The brutal maths of the 40-something midlist author, part #73918167345

Posted on October 23, 2010


Now that we all have the word ‘recession’ firmly branded in our brains, is there any more to say about the difficult situation faced by authors these days? Does anyone really need another writer’s opinion on the world of book publishing today? Well, stuff it – here’s mine anyway. To those interested, it may serve as a brief distraction from all the articles about the cuts that have just hit the UK.

As the author of two novels and a memoir, all of which were well-received, albeit not massive sellers, I’m often asked by people, ‘When’s the next one, then?’ This is a delightful and flattering question, of course. It’s nice to think that people want to read more of you. And I continue to get touching and lovely letters from readers, telling me how my memoir has helped them. I really can’t complain about any of this. It’s what makes the occasional stress and frustration of the publishing process worth it.

But perhaps it’s crunch time. In the last few months my life has been quite interesting, and several people have suggested I write about it, and I’ve been doing some thinking. After all, it would give me an ounce more kudos on Twitter to be able to use the #amwriting tag every morning or evening, like so many writers I follow on there, and talk about daily wordages and agents and publishers, and talks and festivals and – ah… Even three-times published authors like me sometimes find ourselves flying before we can walk again.

As those not involved in writing and publishing perhaps don’t realise, finding an agent really isn’t a simple undertaking. It can take ages. And when you do find one, they need to be the right one, someone you can trust and work well with, and who isn’t afraid to kick ass. As someone who has represented myself on more than one occasion, I know what I’m talking about.

So, let’s say I finish a manuscript, and then manage to find an agent. This also assumes any agent wishes to talk to me in the first place, what with me being 40-something and damaged goods, at least in terms of being Published-Without-Selling-Millions.

This also assumes, and this is a bit key, that the manuscript I’m hawking around is of sufficiently high quality to be considered marketable, first by the agent, and then by the publishing people the agent will eventually send it to.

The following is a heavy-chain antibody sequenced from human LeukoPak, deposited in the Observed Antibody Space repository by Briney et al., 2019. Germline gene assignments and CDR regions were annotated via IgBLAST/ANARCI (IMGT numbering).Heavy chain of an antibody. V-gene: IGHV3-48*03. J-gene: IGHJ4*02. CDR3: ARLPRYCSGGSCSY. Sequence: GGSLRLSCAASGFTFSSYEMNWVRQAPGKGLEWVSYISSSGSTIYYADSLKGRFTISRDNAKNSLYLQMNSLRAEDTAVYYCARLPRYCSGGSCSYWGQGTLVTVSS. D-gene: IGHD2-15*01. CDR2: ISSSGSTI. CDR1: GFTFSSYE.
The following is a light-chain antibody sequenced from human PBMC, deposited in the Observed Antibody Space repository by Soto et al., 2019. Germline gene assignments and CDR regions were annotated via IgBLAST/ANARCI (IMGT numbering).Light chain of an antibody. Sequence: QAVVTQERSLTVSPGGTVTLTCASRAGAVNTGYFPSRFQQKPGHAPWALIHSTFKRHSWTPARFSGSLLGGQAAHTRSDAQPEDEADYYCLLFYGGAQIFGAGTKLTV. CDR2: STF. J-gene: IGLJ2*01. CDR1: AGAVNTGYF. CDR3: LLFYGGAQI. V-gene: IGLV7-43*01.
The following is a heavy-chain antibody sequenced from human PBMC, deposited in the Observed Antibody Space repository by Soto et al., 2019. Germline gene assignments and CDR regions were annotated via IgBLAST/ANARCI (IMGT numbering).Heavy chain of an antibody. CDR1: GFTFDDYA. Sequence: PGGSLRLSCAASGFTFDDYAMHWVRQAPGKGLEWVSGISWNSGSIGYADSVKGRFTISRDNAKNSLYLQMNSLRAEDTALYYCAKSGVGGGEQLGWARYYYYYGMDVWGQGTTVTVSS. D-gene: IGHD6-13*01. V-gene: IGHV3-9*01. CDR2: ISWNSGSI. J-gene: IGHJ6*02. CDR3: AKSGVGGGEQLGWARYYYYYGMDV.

So, first of all, the agent and I will very likely discuss me returning under a pseudonym. This is happening a lot in publishing (I had a long chat with an agent about it at a London Book Fair event earlier this year), and has been for a while, and I would probably be open to it. So let’s say the agent really loves the book and we discuss my USP and pseudonym and everything, and then go to see a publisher, or twenty, and one of them likes it.

And let’s say that one of these publishers wants to offer me a deal. Great! \o/

Um, before we all get too excited, lets do some maths.

Being frank here, and taking into account the factors above, I reckon I would be lucky to get an advance of more than two grand. (Perhaps I underxagerate, but I doubt it. Someone from the industry is welcome to correct me, anonymously if you wish.) OK, let’s go totally mad and call it four. Four grand for let’s say, 80,000 words. Four grand for a year, two years’ work.

Conversely, if I took my 80,000 words elsewhere, and did, say, 80 features for, say, the Daily Mail, (and I’m not saying that’s a simple undertaking either), that would get me at least 40 grand, or actually more. What’s more, assuming each piece, or most of them, was used, my name would be guaranteed to appear in print, creating an instant rolling publicity machine for me that might, if I played my cards right, get me, um, a reasonably decent advance on top of my already decent earnings.

For someone like me, a book deal isn’t really the best way to make financial use of 80,000 words, is it?

And then I think about recent Booker winner Howard Jacobson‘s hugely entertaining talk for 26 on Thursday night, and how ebullient and hiliarious and, actually, among all the comic bluster, self-effacing he was. And he almost inspired me to write another book.


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